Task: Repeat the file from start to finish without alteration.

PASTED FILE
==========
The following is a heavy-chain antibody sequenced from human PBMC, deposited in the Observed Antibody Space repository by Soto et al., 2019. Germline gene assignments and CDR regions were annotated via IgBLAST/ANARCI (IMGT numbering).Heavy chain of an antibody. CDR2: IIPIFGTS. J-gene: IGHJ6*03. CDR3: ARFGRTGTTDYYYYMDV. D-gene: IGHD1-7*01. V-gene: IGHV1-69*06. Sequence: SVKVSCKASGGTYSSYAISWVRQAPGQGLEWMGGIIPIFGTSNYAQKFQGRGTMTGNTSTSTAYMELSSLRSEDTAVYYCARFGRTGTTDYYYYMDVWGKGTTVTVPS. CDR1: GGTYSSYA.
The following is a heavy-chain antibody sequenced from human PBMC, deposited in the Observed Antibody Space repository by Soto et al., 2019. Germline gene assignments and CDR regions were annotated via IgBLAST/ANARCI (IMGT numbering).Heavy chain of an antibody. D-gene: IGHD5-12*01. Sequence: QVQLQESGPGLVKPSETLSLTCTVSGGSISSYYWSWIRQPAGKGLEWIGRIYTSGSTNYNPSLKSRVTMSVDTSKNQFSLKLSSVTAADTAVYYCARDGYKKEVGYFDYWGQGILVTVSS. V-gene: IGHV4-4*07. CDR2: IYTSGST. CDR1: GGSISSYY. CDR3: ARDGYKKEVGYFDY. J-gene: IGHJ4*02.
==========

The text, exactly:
The following is a heavy-chain antibody sequenced from human PBMC, deposited in the Observed Antibody Space repository by Soto et al., 2019. Germline gene assignments and CDR regions were annotated via IgBLAST/ANARCI (IMGT numbering).Heavy chain of an antibody. CDR2: IIPIFGTS. J-gene: IGHJ6*03. CDR3: ARFGRTGTTDYYYYMDV. D-gene: IGHD1-7*01. V-gene: IGHV1-69*06. Sequence: SVKVSCKASGGTYSSYAISWVRQAPGQGLEWMGGIIPIFGTSNYAQKFQGRGTMTGNTSTSTAYMELSSLRSEDTAVYYCARFGRTGTTDYYYYMDVWGKGTTVTVPS. CDR1: GGTYSSYA.
The following is a heavy-chain antibody sequenced from human PBMC, deposited in the Observed Antibody Space repository by Soto et al., 2019. Germline gene assignments and CDR regions were annotated via IgBLAST/ANARCI (IMGT numbering).Heavy chain of an antibody. D-gene: IGHD5-12*01. Sequence: QVQLQESGPGLVKPSETLSLTCTVSGGSISSYYWSWIRQPAGKGLEWIGRIYTSGSTNYNPSLKSRVTMSVDTSKNQFSLKLSSVTAADTAVYYCARDGYKKEVGYFDYWGQGILVTVSS. V-gene: IGHV4-4*07. CDR2: IYTSGST. CDR1: GGSISSYY. CDR3: ARDGYKKEVGYFDY. J-gene: IGHJ4*02.